Tyrone said...

Add up the time you spend at work, going to work, going home, sleeping, how much time do you have to actually enjoy your home?

Very true. I love my 3-mile commute. Ironically, though, it takes longer now due to the god da** light rail system.

norcaljeff said...

Sacramento’s average closing cost is $3,179.

All that to fill out some paperwork. What a scam. The whole industry has been a scam since it first started.

jasman said...

nicole, it was never "your" house.

Perfect Storm said...

$800 in gas???

Why sell the house sell the tank, but she has probably lost some much equity it is just better to walk.

mopar777 said...

We've estimated that between 1961 and 1989 my dad spent about 3.5 years of his life in a car commuting between Sacramento and the outskirts of Placerville. It was one of the reasons my mom left him. When the family split up and we moved to Sacto in '69, school, work and shopping were all within a mile or two of each other and we could afford some of the nicer things.
I've also noticed that those who move out in the boonies are usually antisocial men.

Patient Renter said...

The nation's new housing bill will offer a lifeline to an estimated 400,000

Wrong. This is the kind of press release parroting journalism that's just sad.

The legislation is going to qualify up to 400,000, but the CBO estimates about 1/3rd of those will end up in foreclosure anyways, ultimately being worse off for the "help". A more accurate article would have described how much better off lenders will be as a result of this legislation.

The reality is that housing prices will continue to correct until home prices are once again in line with incomes using traditional financing. The sooner the powers that be accept this and focus on smoothing out the transition while minimizing the affect on taxpayers the better off we will all be.

That, to me, is the irony. Anything that the government does has a negative effect on taxpayers. So the one thing that brings the greatest net benefit is to do nothing, but that's the one thing they won't do.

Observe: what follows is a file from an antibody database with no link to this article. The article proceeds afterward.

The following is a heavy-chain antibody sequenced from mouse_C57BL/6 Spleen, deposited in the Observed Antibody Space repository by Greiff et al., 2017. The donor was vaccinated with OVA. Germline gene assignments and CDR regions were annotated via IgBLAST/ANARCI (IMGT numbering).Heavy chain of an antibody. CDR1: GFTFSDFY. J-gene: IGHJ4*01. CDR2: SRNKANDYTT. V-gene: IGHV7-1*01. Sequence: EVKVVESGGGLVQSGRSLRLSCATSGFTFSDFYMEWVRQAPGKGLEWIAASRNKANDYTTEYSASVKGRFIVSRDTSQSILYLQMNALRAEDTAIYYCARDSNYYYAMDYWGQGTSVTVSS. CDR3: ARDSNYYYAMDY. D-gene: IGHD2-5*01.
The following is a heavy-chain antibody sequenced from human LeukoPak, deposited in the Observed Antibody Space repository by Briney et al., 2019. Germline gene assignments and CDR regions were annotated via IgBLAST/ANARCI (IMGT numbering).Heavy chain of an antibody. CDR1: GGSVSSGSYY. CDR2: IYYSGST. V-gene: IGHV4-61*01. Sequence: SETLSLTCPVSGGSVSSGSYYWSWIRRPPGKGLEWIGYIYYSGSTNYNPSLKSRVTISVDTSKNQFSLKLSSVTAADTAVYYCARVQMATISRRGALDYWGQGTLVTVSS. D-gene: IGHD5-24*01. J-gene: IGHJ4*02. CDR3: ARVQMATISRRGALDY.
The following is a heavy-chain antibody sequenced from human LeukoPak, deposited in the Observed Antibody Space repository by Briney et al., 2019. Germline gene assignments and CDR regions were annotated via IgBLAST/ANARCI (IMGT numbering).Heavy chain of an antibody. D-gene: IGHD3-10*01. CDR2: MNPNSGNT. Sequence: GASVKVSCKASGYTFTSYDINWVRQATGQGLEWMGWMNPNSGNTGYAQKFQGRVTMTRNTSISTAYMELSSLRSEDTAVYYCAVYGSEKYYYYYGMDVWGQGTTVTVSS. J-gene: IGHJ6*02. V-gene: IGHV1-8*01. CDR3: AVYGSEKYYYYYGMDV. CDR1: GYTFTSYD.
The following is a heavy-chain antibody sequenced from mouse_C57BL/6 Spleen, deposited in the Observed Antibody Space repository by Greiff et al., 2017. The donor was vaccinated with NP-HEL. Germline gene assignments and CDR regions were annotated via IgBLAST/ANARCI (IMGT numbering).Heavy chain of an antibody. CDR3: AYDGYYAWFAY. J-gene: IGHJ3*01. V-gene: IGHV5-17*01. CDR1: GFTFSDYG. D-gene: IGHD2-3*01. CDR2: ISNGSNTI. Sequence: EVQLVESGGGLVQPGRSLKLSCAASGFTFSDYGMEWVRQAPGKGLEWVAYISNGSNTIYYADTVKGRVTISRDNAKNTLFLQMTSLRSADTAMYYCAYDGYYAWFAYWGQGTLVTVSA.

"I miss that it was mine."

The kool-aid is strong with this one. If making something "mine" was as easy as taking on debt, think of all the things I could "own" :)

Cow_tipping said...

You've brought a pistol to a nuclear war

No they have not. They are employing the win races sunday sell cars monday attitude. Every marginal homeowner now believes this bail out is for them. Just like every car buyer thinks he's the next Jeff Gordon if he buys this POS that Gordon drove and won yesterday. Since the requirement is that they be current in their mortgage, they will kill themselves waiting for bailout. When they get to the finish lone and find out all the fine print, they will have exhausted themselves in the death march to stay current and they will fail spectacularly, that is unless another "bail out " plan is legislated. Then they will wait till that one comes to their "rescue". Sorta like gettting stuck in quicksand in alligator alley. The quicksand is 2 X the density of your body, you will not drown in it. However it will hold you there till an alligator makes you for dinner.
Cool.
Cow_tipping.

Jacob said...

If you don't get help by November then all bets are off.

And the banks have to approve it and they have to mark down to 90% of current value. In most areas that would be such a huge hit anyway the bank might as well wait and see if they actually have to foreclose and then if they do just dump it for what they can get.